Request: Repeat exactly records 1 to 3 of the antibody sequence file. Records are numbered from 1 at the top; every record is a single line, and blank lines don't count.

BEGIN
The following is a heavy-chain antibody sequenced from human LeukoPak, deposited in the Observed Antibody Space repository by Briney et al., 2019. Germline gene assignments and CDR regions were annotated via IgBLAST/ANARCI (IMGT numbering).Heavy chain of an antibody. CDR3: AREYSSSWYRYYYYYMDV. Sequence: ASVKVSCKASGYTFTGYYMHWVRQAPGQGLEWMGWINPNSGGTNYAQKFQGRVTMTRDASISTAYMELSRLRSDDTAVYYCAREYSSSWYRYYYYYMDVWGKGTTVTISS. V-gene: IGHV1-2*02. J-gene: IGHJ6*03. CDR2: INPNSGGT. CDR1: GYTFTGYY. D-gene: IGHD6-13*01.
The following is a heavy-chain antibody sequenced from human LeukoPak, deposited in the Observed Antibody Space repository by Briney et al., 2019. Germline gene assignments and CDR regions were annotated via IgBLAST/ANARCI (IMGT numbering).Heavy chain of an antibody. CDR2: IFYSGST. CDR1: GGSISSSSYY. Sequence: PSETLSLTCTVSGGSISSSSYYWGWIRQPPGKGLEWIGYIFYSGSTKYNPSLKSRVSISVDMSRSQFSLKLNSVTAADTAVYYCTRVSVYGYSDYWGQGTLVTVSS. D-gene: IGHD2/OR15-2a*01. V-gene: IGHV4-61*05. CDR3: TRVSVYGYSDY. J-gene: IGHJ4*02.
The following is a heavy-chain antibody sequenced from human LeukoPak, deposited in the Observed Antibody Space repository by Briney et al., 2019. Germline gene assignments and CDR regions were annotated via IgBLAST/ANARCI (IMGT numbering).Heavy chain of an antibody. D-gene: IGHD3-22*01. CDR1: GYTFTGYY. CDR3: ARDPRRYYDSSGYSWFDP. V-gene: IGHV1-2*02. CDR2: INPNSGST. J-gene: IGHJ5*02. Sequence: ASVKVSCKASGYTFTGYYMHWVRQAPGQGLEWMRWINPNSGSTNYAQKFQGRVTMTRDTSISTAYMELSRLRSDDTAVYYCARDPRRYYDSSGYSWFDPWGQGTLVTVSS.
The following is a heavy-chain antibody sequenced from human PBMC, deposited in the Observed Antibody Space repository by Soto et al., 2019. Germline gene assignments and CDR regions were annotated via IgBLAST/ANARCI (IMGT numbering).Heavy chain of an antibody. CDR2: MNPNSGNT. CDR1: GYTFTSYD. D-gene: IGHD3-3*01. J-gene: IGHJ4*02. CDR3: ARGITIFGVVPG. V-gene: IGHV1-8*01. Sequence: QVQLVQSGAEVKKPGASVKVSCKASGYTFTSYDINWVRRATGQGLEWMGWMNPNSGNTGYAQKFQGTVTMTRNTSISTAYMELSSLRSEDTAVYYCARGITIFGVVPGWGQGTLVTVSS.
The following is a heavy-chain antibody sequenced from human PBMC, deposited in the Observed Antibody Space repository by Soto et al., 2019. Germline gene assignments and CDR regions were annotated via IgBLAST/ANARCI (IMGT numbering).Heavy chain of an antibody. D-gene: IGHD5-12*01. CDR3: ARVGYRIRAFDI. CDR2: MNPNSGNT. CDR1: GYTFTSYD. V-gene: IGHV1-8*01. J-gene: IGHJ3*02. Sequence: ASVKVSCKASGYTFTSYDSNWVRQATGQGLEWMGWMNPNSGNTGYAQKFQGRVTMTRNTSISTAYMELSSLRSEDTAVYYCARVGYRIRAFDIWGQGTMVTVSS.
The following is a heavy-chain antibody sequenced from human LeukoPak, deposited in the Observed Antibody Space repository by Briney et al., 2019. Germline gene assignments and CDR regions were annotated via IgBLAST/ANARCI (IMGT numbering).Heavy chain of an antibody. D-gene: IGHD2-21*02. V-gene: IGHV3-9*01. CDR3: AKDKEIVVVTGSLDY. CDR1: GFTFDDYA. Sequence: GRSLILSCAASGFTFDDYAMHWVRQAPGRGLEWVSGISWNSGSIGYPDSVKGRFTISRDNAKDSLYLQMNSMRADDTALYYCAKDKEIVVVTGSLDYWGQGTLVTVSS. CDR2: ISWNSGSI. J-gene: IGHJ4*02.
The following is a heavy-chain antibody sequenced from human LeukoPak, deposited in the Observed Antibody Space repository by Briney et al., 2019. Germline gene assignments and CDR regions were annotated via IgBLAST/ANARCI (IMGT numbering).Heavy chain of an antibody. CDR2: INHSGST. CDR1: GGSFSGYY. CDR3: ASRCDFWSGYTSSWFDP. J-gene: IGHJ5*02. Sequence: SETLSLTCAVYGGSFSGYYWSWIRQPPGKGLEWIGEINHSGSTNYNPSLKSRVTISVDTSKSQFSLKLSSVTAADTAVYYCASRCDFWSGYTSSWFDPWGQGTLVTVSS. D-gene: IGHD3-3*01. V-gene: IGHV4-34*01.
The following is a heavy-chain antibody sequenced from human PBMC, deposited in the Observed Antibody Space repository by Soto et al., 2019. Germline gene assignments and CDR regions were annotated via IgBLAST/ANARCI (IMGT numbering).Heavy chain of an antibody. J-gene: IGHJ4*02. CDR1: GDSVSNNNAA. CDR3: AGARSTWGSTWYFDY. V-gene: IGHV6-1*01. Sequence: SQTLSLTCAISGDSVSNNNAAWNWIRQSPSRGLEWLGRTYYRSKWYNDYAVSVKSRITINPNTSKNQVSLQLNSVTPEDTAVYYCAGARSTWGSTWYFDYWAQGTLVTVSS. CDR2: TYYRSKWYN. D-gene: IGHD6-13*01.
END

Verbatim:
The following is a heavy-chain antibody sequenced from human LeukoPak, deposited in the Observed Antibody Space repository by Briney et al., 2019. Germline gene assignments and CDR regions were annotated via IgBLAST/ANARCI (IMGT numbering).Heavy chain of an antibody. CDR3: AREYSSSWYRYYYYYMDV. Sequence: ASVKVSCKASGYTFTGYYMHWVRQAPGQGLEWMGWINPNSGGTNYAQKFQGRVTMTRDASISTAYMELSRLRSDDTAVYYCAREYSSSWYRYYYYYMDVWGKGTTVTISS. V-gene: IGHV1-2*02. J-gene: IGHJ6*03. CDR2: INPNSGGT. CDR1: GYTFTGYY. D-gene: IGHD6-13*01.
The following is a heavy-chain antibody sequenced from human LeukoPak, deposited in the Observed Antibody Space repository by Briney et al., 2019. Germline gene assignments and CDR regions were annotated via IgBLAST/ANARCI (IMGT numbering).Heavy chain of an antibody. CDR2: IFYSGST. CDR1: GGSISSSSYY. Sequence: PSETLSLTCTVSGGSISSSSYYWGWIRQPPGKGLEWIGYIFYSGSTKYNPSLKSRVSISVDMSRSQFSLKLNSVTAADTAVYYCTRVSVYGYSDYWGQGTLVTVSS. D-gene: IGHD2/OR15-2a*01. V-gene: IGHV4-61*05. CDR3: TRVSVYGYSDY. J-gene: IGHJ4*02.
The following is a heavy-chain antibody sequenced from human LeukoPak, deposited in the Observed Antibody Space repository by Briney et al., 2019. Germline gene assignments and CDR regions were annotated via IgBLAST/ANARCI (IMGT numbering).Heavy chain of an antibody. D-gene: IGHD3-22*01. CDR1: GYTFTGYY. CDR3: ARDPRRYYDSSGYSWFDP. V-gene: IGHV1-2*02. CDR2: INPNSGST. J-gene: IGHJ5*02. Sequence: ASVKVSCKASGYTFTGYYMHWVRQAPGQGLEWMRWINPNSGSTNYAQKFQGRVTMTRDTSISTAYMELSRLRSDDTAVYYCARDPRRYYDSSGYSWFDPWGQGTLVTVSS.